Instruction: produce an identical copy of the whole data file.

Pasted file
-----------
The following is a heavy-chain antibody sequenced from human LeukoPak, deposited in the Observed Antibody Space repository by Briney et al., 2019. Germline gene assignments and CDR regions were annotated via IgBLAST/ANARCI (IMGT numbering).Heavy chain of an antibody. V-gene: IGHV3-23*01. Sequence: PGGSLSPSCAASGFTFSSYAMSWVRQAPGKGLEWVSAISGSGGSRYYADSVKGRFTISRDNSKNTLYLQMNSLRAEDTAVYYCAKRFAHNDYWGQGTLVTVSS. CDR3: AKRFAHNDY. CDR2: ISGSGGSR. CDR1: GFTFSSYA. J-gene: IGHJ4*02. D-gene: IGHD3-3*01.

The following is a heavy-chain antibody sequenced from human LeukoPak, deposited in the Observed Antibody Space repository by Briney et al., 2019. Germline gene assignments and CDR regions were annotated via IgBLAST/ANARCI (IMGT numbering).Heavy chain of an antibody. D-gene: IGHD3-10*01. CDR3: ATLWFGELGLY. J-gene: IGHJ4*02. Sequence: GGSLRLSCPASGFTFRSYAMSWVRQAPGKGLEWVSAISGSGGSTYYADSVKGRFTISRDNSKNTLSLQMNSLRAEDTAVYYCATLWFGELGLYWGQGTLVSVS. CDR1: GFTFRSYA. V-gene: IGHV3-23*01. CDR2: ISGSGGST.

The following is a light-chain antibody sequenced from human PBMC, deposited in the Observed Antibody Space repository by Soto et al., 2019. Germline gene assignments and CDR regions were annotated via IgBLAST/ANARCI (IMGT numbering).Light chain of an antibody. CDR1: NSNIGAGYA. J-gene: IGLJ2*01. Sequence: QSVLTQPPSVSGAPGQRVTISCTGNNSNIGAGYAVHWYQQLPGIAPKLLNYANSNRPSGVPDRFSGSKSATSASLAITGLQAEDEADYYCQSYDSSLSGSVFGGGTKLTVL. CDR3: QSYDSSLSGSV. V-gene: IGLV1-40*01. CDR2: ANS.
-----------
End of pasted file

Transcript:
The following is a heavy-chain antibody sequenced from human LeukoPak, deposited in the Observed Antibody Space repository by Briney et al., 2019. Germline gene assignments and CDR regions were annotated via IgBLAST/ANARCI (IMGT numbering).Heavy chain of an antibody. V-gene: IGHV3-23*01. Sequence: PGGSLSPSCAASGFTFSSYAMSWVRQAPGKGLEWVSAISGSGGSRYYADSVKGRFTISRDNSKNTLYLQMNSLRAEDTAVYYCAKRFAHNDYWGQGTLVTVSS. CDR3: AKRFAHNDY. CDR2: ISGSGGSR. CDR1: GFTFSSYA. J-gene: IGHJ4*02. D-gene: IGHD3-3*01.

The following is a heavy-chain antibody sequenced from human LeukoPak, deposited in the Observed Antibody Space repository by Briney et al., 2019. Germline gene assignments and CDR regions were annotated via IgBLAST/ANARCI (IMGT numbering).Heavy chain of an antibody. D-gene: IGHD3-10*01. CDR3: ATLWFGELGLY. J-gene: IGHJ4*02. Sequence: GGSLRLSCPASGFTFRSYAMSWVRQAPGKGLEWVSAISGSGGSTYYADSVKGRFTISRDNSKNTLSLQMNSLRAEDTAVYYCATLWFGELGLYWGQGTLVSVS. CDR1: GFTFRSYA. V-gene: IGHV3-23*01. CDR2: ISGSGGST.

The following is a light-chain antibody sequenced from human PBMC, deposited in the Observed Antibody Space repository by Soto et al., 2019. Germline gene assignments and CDR regions were annotated via IgBLAST/ANARCI (IMGT numbering).Light chain of an antibody. CDR1: NSNIGAGYA. J-gene: IGLJ2*01. Sequence: QSVLTQPPSVSGAPGQRVTISCTGNNSNIGAGYAVHWYQQLPGIAPKLLNYANSNRPSGVPDRFSGSKSATSASLAITGLQAEDEADYYCQSYDSSLSGSVFGGGTKLTVL. CDR3: QSYDSSLSGSV. V-gene: IGLV1-40*01. CDR2: ANS.